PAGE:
Final Thoughts

Final Thoughts

Written by Tim Triplett

John Packard is taking some time off…

As we all hunker down (wondering if that’s the hint of a sore throat when we swallow), it’s easy to feel the walls closing in. The intellectual part of us knows the economy will return to normal eventually (indeed, there’s money to be made when the market comes roaring back). But the emotional part of us, staring at the ceiling at night, just wishes this would all be over. So, let me offer a few positive takeaways from the past week’s news:

Commerce continues. It’s not as easy to spot with traffic sparse and stores and restaurants shuttered, but many readers tell Steel Market Update they remain busy, servicing clients as best they can while taking steps to ensure the health and safety of their employees.

We are fortunate to be part of an industry that is vital to the economy. As the Trump administration made clear with Section 232, the nation’s security depends on a healthy steel industry. While the rules vary from jurisdiction to jurisdiction, primary metal manufacturing is usually considered “essential” and is thus exempt from the restrictions being placed on other industries. Many of the steel-consuming businesses are not considered essential, however, which will undoubtedly affect demand in the weeks to come. Construction and automotive are the two biggest markets for steel. Construction projects continue in some areas but not others, and automakers have suspended production, which makes it particularly difficult to gauge the steel consumption ahead.

News on the spread of the coronavirus changes by the hour, which makes SMU survey data from a few days ago almost ancient history, but it’s the best information we have at the moment and it indicates that steel buyers remain hopeful about demand and pricing. What does the data from the March 16-17 survey show? Most executives responding to SMU’s questionnaire said they expected steel prices to remain stable over the next 30 days. Eighty-three percent said they anticipated prices remaining about the same, while just 15 percent predicted prices would decline. Lead times for spot orders of flat rolled showed some initial signs of shortening, but remained at healthy levels comparable to this time last year.

Steel prices in April and beyond will depend in large part on how well manufacturing survives all the measures taken to stem the spread of COVID-19. Manufacturers responding to SMU’s poll were surprisingly positive, given all the negative headlines. Two out of three said they expected demand to remain the same or decline only marginally in the coming weeks. Another 23 percent predicted demand would actually improve. Only 13 percent predicted a substantial decline in their business.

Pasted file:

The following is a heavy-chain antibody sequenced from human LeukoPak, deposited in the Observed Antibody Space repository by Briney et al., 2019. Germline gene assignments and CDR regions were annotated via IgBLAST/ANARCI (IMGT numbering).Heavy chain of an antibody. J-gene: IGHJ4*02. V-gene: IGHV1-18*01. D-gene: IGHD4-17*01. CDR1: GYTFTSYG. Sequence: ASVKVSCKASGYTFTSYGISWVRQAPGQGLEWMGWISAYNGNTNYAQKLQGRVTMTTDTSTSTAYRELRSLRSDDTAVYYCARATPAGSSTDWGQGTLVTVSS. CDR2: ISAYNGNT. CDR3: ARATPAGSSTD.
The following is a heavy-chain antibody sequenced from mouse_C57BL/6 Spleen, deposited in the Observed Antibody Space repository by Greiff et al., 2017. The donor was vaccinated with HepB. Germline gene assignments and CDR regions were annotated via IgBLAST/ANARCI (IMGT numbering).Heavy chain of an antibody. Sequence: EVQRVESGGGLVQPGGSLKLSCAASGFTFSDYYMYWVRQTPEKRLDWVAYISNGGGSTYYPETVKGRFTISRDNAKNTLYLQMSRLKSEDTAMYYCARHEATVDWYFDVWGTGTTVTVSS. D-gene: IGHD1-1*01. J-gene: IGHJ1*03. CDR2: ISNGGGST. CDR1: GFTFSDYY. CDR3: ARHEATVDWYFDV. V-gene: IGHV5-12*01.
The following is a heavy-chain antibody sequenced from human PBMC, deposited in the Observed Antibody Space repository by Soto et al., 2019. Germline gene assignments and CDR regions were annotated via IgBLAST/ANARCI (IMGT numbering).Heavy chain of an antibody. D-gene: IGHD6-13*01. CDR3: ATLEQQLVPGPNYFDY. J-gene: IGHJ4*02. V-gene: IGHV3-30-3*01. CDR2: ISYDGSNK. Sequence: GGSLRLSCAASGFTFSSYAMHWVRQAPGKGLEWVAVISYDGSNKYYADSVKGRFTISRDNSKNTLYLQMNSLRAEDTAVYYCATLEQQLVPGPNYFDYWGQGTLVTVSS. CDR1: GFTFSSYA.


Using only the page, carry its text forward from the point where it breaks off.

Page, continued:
Many companies are dealing with the crisis from a position of strength, with cash on hand and little debt. Until the virus hit the fan, the first quarter was a strong one. Typically, looking back at quarterly results is predictive of what’s to come. Unfortunately, this time, what’s coming in the second quarter has little to do with the first-quarter’s results.

Some observers are predicting a shakeout among weaker competitors who won’t survive the coming recession (depression?) regardless of how much stimulus money the government throws at the problem. As one executive at a steel distributor in the Northeast told SMU: “This is not going to blow over in two weeks. I think we are in this for the long haul. But whenever we get to wherever we are going, whoever is left standing will be in a really good position. There will be some consolidation, less competition, and everyone is going to need a lot of stuff as the market quickly recovers. But getting there will be a trial.”

In other news, we are still accepting registrations for the 2020 SMU Steel Summit, set for Aug. 24-26 in Atlanta. God willing, the worst of the virus crisis will be behind us by then and the economy will be on the mend. We’re hopeful the timing will be right for the industry to gather and compare notes on the lessons learned and strategies for the rebound ahead. You can register by clicking here or by going to

As always, your business is truly appreciated by all of us here at Steel Market Update.

Tim Triplett, Executive Editor

Latest in Final Thoughts

Final thoughts

We’ve all heard a lot about mill “discipline” following a wave of consolidation over the last few years. That discipline is often evident when prices are rising, less so when they are falling. I remember hearing earlier this year that mills weren’t going to let hot-rolled (HR) coil prices fall below $1,000 per short ton (st). Then not below $900/st. Now, some of you tell me that HR prices in the mid/high-$800s are the “1-800 price” – widely available to regular spot buyers. So what comes next, and will mills “hold the line” in the $800s?